IDF Chief of Staff Lt.-Gen. Benny Gantz met Saturday with the navy commandos who took part in the interdiction of the ship.

"All of the rockets that were found on the ship represents a security challenge for Israel and for its citizens, but for every bullet and rocket we have a return address," Gantz told the soldiers.

En route to Israel, the ship’s Turkish captain and 16 crew members of various nationalities told navy personnel their vessel had entered the Iranian port of Bander Abbas and loaded crates without knowing that rockets were inside.

They said they had then moved on to the Iraqi port of Umm Qasr, where cement sacks were loaded onto the vessel.

The cement sacks were used in an Iranian attempt to hide the crates containing the rockets, Israel said last week.

“The captain felt cheated; he didn’t know he was part of a conspiracy, part of an Iranian operation,” one security source said.

When the ship was intercepted, it was heading for Port Sudan, where the Islamic Republic’s Quds Force planned to take possession of the rockets and move them on land to Egypt and then into the Gaza Strip through smuggling tunnels, the IDF suspects.

According to Military Intelligence, Iran initially flew the rockets from Syria to an Iranian airfield months ago, before trucking them to Bander Abbas, where they were loaded onto Klos-C.

Islamic Jihad was an intended recipient of the rockets, and some may have been destined for Hamas.

The M-302 rockets have a range of between 90 and 190 kilometers, depending on the model type, and their arrival in Gaza would have boosted the ability of terrorist groups to attack southern and central Israel.

Last week, a security source said he could not rule out that the Iranians would “hold in-depth investigations [into the shipment’s discovery]. It’s not the first time this has been done to them,” he said.

“This will stop their activities for several months,” he added.

“Until you find the source of the leak, you have no confidence that the next shipment won’t share the same fate.”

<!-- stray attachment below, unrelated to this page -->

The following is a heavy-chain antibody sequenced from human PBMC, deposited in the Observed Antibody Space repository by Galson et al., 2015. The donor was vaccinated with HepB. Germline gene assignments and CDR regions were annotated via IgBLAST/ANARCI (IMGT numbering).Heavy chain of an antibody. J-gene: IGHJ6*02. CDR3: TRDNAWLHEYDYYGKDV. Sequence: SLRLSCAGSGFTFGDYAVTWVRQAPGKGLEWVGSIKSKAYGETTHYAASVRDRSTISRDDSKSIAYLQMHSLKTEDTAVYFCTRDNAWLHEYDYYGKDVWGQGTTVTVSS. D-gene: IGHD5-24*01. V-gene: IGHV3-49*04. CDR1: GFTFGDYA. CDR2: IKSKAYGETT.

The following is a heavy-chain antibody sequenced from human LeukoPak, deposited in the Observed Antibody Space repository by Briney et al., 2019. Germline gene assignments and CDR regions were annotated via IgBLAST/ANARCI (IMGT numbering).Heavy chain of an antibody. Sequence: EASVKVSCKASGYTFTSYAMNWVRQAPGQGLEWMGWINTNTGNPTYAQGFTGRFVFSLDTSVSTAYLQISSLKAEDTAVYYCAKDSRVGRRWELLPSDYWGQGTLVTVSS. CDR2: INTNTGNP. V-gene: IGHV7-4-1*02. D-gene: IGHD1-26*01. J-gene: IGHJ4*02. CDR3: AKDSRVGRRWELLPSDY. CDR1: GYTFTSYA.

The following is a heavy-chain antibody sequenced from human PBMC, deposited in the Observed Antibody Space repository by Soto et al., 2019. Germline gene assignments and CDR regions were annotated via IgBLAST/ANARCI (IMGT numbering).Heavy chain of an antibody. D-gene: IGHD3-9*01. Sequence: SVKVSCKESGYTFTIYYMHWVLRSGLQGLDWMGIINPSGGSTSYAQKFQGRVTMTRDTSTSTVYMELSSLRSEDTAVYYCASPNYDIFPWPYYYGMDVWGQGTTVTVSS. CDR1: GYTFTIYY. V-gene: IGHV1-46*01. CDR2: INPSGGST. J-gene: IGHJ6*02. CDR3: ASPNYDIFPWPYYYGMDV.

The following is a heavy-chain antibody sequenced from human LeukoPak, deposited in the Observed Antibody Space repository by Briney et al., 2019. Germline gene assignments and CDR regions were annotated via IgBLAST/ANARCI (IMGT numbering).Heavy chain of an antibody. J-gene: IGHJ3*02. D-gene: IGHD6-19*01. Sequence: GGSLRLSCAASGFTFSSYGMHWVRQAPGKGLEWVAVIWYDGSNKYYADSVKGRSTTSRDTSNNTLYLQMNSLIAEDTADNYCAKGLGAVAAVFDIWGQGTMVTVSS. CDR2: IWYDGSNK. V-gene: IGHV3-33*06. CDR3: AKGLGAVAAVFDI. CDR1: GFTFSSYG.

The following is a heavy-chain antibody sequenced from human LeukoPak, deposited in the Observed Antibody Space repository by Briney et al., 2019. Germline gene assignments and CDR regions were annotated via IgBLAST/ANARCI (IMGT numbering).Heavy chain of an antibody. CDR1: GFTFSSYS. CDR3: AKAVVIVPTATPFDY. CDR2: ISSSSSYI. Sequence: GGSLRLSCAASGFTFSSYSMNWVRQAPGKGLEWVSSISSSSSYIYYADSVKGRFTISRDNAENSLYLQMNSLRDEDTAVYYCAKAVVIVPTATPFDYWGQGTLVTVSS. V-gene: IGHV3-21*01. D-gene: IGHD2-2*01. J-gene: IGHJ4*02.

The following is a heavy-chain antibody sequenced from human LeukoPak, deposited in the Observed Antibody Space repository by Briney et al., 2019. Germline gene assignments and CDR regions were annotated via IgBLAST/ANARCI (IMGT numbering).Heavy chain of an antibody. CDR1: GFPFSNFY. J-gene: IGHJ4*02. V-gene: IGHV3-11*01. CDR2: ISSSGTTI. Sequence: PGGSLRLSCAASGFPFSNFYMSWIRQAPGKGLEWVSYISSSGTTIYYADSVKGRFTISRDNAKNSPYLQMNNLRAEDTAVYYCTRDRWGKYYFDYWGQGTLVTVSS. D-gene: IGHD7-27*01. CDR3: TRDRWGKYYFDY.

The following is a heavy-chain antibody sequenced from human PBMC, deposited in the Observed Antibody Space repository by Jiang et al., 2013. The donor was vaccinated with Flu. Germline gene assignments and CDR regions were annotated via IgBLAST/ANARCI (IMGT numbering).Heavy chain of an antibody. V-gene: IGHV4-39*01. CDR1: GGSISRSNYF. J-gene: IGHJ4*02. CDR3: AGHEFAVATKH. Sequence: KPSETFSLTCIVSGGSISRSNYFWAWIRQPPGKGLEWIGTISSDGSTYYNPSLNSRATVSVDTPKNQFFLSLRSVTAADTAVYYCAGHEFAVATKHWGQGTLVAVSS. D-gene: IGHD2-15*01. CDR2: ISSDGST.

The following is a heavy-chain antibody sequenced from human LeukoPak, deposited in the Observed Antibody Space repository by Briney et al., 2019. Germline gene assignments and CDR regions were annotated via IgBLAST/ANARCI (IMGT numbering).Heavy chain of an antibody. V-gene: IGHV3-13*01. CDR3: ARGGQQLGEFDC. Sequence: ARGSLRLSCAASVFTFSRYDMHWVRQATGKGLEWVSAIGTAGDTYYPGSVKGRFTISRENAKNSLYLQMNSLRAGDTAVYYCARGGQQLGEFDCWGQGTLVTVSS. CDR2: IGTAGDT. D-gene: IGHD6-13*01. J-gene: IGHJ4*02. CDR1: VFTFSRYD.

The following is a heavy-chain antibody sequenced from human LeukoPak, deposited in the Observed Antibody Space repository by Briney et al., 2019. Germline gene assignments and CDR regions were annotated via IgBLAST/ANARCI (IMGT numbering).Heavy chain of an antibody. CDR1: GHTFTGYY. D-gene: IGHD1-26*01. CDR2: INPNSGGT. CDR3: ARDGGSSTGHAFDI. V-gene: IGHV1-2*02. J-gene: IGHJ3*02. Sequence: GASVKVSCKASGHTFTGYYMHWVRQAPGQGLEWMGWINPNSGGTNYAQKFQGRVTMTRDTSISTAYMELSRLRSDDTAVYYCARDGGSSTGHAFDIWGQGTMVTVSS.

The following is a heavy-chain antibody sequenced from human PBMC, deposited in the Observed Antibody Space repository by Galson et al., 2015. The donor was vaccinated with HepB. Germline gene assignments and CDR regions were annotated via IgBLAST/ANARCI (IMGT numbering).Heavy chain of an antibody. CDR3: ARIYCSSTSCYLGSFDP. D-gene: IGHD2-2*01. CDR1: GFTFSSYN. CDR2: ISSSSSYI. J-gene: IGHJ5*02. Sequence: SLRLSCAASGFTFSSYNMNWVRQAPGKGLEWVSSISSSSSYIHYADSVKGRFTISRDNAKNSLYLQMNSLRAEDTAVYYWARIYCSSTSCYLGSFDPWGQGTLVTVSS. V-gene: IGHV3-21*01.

But eventually, Iran would try to send weapons.

Editor's Comment: So, what will Panama's reaction be to this? Remember Panama recently seized a North Korean vessel that was passing through the Panama Canal, with Cuban weapons hidden under sacks of sugar. I know, this was a Panamanian "flag of convenience" which normally means less scrutiny - Panama gets paid off and in return they look the other way on a bunch of oversight, regulatory, documentation, and safety issues. It's "convenient" (cheaper) for ship owners to register their vessels under the Panamanian flag, and this sort of thing, where those vessels get themselves in some sort of trouble, happens all the time. What is the nationality of the captain and crew? Will they he held and charged with weapons smuggling - like Panama is doing to the North Korean captain and top ranking crew members? Is the ship's captain a Panamanian?

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Murder Ship exploiting loopholes to frustrate investigation

Panama Flagged VesselsTHE Japanese owners of the Sage Sagittarius - dubbed the "murder ship" - are exploiting a legal loophole to cut operating costs and avoid its national laws.

This "flags of convenience" system is now being blamed for complicating an Australian investigation into two deaths at sea which has blown out to almost 18 months.

Two Filipino ship workers were killed in Australian waters within weeks of one another while on the Sagittarius between late-August and early-September in 2012.

A Japanese safety superintendent was killed weeks later after falling into the ship's conveyor as the Sagittarius docked in Japan.